Single traumatic brain injury may prompt long-term neurodegeneration

July 18, 2011

Years after a single traumatic brain injury (TBI), survivors still show changes in their brains. In a new study, researchers from the Perelman School of Medicine at the University of Pennsylvania suggest that Alzheimer's disease-like neurodegeneration may be initiated or accelerated following a single traumatic brain injury, even in young adults.

Over 1.7 million Americans suffer a traumatic brain injury each year, and beyond the immediate effects, growing evidence demonstrates that a single TBI may initiate long-term processes that further damage the brain. TBI is an established risk factor for later development of cognitive impairments, such as Alzheimer's disease.

"A single is very serious, both initially, and as we're now learning, even later in life," said Douglas Smith, MD, professor of Neurosurgery and director of the Center for and Repair at Penn's Perelman School of Medicine, the study's co-senior author. "Plaques and tangles are appearing abnormally early in life, apparently initiated or accelerated by a single TBI."

The study appears online in Brain Pathology, and was done in conjunction with neuropathologist Dr. William Stewart, from the University of Glasgow and Southern General Hospital in Glasgow, UK.

The researchers found both and amyloid-beta plaques in survivors, years after a single moderate-to-severe TBI. In repetitive head injury, previous studies have shown a tau accumulation as the signature pathology of a condition called . In studies of people less than 4 weeks after dying from a single TBI, no similar tau pathology was found. In addition, while widespread amyloid-beta plaques have been found in about 30 percent of people shortly after injury, previous work showed that plaques disappeared within months.

In this study, researchers examined post-mortem brains from 39 long-term survivors of a single TBI, extending the survival time from 1-47 years survival after TBI, and compared them to uninjured, age-matched controls.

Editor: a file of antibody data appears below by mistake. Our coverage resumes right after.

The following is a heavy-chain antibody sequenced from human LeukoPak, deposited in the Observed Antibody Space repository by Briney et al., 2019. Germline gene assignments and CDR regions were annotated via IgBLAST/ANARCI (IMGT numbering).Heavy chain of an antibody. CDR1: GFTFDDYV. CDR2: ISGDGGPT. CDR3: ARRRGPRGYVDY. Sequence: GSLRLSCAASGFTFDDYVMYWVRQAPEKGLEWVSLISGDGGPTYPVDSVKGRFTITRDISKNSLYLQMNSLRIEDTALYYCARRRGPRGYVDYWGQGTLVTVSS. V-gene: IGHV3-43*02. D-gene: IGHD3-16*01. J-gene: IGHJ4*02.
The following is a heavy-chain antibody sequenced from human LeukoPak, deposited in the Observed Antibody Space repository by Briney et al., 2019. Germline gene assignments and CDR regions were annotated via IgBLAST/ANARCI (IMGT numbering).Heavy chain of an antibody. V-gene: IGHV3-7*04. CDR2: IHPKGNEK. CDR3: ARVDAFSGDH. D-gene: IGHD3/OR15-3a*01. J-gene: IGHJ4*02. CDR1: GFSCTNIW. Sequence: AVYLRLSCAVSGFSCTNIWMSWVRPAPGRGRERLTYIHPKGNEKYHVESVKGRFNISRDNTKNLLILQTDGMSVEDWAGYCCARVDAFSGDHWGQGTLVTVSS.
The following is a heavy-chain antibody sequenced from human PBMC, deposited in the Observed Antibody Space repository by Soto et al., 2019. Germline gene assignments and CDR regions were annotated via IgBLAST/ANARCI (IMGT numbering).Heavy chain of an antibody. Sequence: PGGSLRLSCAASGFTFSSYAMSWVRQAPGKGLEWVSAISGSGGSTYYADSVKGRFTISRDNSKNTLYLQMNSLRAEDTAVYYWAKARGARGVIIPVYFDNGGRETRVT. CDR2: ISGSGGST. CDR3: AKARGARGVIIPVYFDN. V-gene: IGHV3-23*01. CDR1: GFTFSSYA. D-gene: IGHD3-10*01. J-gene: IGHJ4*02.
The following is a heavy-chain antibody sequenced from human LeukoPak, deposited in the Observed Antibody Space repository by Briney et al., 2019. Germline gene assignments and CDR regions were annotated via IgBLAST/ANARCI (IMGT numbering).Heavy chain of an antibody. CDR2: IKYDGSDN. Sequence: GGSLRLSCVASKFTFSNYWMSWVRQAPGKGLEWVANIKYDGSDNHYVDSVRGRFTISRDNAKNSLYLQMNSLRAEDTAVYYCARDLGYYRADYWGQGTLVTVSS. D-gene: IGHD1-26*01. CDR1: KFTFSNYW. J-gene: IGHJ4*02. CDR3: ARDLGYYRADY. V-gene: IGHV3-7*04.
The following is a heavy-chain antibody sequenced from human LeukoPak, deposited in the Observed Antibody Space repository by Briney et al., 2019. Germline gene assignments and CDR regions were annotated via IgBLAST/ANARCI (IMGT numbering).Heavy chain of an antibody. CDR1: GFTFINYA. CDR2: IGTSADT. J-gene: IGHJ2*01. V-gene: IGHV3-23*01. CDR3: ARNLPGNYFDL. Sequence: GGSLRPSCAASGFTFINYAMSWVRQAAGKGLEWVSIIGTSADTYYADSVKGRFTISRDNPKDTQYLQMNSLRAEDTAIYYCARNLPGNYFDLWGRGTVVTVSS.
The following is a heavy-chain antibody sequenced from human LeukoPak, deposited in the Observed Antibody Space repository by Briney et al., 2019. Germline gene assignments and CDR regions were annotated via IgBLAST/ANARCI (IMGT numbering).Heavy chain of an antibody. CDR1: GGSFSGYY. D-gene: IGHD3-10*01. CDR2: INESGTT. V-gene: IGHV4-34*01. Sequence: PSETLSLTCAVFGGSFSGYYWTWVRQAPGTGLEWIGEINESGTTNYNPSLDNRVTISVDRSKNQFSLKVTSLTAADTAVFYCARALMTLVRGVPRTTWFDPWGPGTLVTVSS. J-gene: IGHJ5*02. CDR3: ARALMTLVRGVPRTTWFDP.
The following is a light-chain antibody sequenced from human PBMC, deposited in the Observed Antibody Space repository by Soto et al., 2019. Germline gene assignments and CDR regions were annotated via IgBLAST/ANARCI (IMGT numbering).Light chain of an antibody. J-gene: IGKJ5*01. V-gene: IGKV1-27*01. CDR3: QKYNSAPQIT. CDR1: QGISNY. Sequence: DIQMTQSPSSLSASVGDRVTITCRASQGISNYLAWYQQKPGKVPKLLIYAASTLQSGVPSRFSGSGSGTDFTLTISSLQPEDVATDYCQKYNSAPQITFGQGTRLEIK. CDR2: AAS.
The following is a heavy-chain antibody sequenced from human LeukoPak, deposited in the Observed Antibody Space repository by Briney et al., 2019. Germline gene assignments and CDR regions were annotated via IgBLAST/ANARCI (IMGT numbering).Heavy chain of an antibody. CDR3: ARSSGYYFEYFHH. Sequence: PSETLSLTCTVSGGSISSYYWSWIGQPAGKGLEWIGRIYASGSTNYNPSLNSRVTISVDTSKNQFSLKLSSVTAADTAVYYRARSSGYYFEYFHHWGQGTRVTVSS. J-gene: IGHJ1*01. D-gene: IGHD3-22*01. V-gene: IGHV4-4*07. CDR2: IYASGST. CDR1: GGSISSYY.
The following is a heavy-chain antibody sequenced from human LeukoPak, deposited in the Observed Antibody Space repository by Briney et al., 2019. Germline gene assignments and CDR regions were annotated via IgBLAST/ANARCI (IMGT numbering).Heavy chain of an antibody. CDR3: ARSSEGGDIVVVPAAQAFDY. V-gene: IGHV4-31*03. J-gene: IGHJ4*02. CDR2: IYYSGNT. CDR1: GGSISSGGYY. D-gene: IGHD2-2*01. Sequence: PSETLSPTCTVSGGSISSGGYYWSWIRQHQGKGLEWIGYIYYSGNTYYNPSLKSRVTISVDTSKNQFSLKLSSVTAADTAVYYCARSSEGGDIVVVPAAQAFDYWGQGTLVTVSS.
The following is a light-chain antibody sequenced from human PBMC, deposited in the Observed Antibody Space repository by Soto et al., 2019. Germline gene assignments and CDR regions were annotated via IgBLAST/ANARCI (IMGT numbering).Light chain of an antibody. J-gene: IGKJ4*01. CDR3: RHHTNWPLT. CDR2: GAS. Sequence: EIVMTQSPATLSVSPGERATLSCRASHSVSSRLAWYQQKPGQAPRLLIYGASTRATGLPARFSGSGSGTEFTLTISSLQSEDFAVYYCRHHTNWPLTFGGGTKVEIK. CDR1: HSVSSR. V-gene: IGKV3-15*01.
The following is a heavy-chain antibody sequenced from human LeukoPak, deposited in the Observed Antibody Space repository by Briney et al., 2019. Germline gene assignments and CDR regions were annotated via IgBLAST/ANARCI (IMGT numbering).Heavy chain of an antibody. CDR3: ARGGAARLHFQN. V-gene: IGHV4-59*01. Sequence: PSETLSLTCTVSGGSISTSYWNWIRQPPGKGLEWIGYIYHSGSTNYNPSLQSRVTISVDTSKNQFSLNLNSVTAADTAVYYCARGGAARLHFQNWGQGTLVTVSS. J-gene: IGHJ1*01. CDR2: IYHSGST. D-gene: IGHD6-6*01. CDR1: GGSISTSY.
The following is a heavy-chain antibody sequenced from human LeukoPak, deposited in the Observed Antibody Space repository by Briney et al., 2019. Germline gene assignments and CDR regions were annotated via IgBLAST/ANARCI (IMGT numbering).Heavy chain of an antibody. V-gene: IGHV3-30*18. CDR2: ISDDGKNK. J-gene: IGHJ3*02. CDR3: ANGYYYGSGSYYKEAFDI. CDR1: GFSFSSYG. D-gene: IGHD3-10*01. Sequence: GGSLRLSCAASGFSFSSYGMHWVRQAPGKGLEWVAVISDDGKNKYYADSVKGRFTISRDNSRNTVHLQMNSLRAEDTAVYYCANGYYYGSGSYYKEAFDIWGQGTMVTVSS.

TBI survivors showed a high density and wide distribution of neurofibrillary tau tangles and amyloid-beta plaque pathology far beyond what was found in controls. Specifically, about a third of the cases showed tangle pathology years after a single TBI, similar in appearance to the tangles found after repetitive TBI and in neurodegenerative diseases such as Alzheimer's disease. Moreover, the amyloid-beta plaques were not only found years after TBI, but the majority of cases displayed diffuse as well as "neuritic" plaques with the same character as "senile" plaques also found in Alzheimer's disease. This suggests that years after a single TBI, amyloid-beta plaques may return and become neuritic.

The present findings, showing that two hallmark pathologies of Alzheimer's disease can be found years after a single TBI, may provide a pathological link with the epidemiological observation of an increased risk of developing Alzheimer's disease. Moreover, future research to better understand this long-term neurodegenerative process after a single TBI may reveal important targets for treatment with emerging anti-tau and anti-amyloid therapies.

Explore further: Risk factors predictive of psychiatric symptoms after traumatic brain injury

Related Stories

Recommended for you

Can physical exercise enhance long-term memory?

November 25, 2015

Exercise can enhance the development of new brain cells in the adult brain, a process called adult neurogenesis. These newborn brain cells play an important role in learning and memory. A new study has determined that mice ...

Brain connections predict how well you can pay attention

November 24, 2015

During a 1959 television appearance, Jack Kerouac was asked how long it took him to write his novel On The Road. His response – three weeks – amazed the interviewer and ignited an enduring myth that the book was composed ...

New insights on how cocaine changes the brain

November 25, 2015

The burst of energy and hyperactivity that comes with a cocaine high is a rather accurate reflection of what's going on in the brain of its users, finds a study published November 25 in Cell Reports. Through experiments conducted ...


Please sign in to add a comment. Registration is free, and takes less than a minute. Read more

Click here to reset your password.
Sign in to get notified via email when new comments are made.